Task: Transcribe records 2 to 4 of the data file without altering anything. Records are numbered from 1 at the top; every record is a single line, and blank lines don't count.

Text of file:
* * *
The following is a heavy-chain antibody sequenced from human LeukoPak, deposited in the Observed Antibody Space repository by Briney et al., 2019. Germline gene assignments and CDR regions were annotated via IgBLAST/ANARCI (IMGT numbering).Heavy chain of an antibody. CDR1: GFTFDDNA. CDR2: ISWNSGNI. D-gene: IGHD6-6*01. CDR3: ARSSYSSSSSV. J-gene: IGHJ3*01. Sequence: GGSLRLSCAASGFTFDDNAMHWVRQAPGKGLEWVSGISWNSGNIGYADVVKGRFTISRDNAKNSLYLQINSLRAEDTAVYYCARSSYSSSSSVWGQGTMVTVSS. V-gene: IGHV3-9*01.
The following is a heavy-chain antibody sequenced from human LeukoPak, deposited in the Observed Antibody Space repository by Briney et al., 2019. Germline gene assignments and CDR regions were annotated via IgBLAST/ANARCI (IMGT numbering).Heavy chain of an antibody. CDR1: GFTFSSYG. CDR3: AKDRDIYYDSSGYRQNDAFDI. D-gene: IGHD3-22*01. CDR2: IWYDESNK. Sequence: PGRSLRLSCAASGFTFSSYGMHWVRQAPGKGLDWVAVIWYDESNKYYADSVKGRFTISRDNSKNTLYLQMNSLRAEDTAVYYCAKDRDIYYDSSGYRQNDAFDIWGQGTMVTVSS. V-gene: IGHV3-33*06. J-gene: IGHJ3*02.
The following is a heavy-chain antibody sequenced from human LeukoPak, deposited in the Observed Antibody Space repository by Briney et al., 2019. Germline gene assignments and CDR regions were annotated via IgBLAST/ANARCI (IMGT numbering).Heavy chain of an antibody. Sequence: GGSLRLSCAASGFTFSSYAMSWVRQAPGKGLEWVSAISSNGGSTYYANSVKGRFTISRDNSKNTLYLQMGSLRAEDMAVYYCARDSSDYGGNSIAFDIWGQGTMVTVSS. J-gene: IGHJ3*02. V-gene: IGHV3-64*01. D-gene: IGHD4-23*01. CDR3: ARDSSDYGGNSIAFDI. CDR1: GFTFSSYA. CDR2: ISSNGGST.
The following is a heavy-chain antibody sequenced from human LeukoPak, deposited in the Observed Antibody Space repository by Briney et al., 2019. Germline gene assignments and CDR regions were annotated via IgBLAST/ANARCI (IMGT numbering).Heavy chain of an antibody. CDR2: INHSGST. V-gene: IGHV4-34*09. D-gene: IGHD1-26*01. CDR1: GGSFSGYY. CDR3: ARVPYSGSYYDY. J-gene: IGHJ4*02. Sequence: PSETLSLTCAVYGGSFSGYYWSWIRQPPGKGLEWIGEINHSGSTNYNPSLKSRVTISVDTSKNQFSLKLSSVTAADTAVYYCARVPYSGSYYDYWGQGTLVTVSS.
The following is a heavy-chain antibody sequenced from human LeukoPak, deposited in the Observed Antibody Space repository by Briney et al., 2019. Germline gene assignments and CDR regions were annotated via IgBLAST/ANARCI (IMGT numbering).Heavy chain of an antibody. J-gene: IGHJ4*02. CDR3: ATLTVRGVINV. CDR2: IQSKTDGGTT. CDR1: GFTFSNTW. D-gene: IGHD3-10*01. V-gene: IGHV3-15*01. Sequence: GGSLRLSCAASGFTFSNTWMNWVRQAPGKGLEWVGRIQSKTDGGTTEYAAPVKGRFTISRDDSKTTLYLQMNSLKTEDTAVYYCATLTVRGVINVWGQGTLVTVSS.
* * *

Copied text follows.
The following is a heavy-chain antibody sequenced from human LeukoPak, deposited in the Observed Antibody Space repository by Briney et al., 2019. Germline gene assignments and CDR regions were annotated via IgBLAST/ANARCI (IMGT numbering).Heavy chain of an antibody. CDR1: GFTFSSYG. CDR3: AKDRDIYYDSSGYRQNDAFDI. D-gene: IGHD3-22*01. CDR2: IWYDESNK. Sequence: PGRSLRLSCAASGFTFSSYGMHWVRQAPGKGLDWVAVIWYDESNKYYADSVKGRFTISRDNSKNTLYLQMNSLRAEDTAVYYCAKDRDIYYDSSGYRQNDAFDIWGQGTMVTVSS. V-gene: IGHV3-33*06. J-gene: IGHJ3*02.
The following is a heavy-chain antibody sequenced from human LeukoPak, deposited in the Observed Antibody Space repository by Briney et al., 2019. Germline gene assignments and CDR regions were annotated via IgBLAST/ANARCI (IMGT numbering).Heavy chain of an antibody. Sequence: GGSLRLSCAASGFTFSSYAMSWVRQAPGKGLEWVSAISSNGGSTYYANSVKGRFTISRDNSKNTLYLQMGSLRAEDMAVYYCARDSSDYGGNSIAFDIWGQGTMVTVSS. J-gene: IGHJ3*02. V-gene: IGHV3-64*01. D-gene: IGHD4-23*01. CDR3: ARDSSDYGGNSIAFDI. CDR1: GFTFSSYA. CDR2: ISSNGGST.
The following is a heavy-chain antibody sequenced from human LeukoPak, deposited in the Observed Antibody Space repository by Briney et al., 2019. Germline gene assignments and CDR regions were annotated via IgBLAST/ANARCI (IMGT numbering).Heavy chain of an antibody. CDR2: INHSGST. V-gene: IGHV4-34*09. D-gene: IGHD1-26*01. CDR1: GGSFSGYY. CDR3: ARVPYSGSYYDY. J-gene: IGHJ4*02. Sequence: PSETLSLTCAVYGGSFSGYYWSWIRQPPGKGLEWIGEINHSGSTNYNPSLKSRVTISVDTSKNQFSLKLSSVTAADTAVYYCARVPYSGSYYDYWGQGTLVTVSS.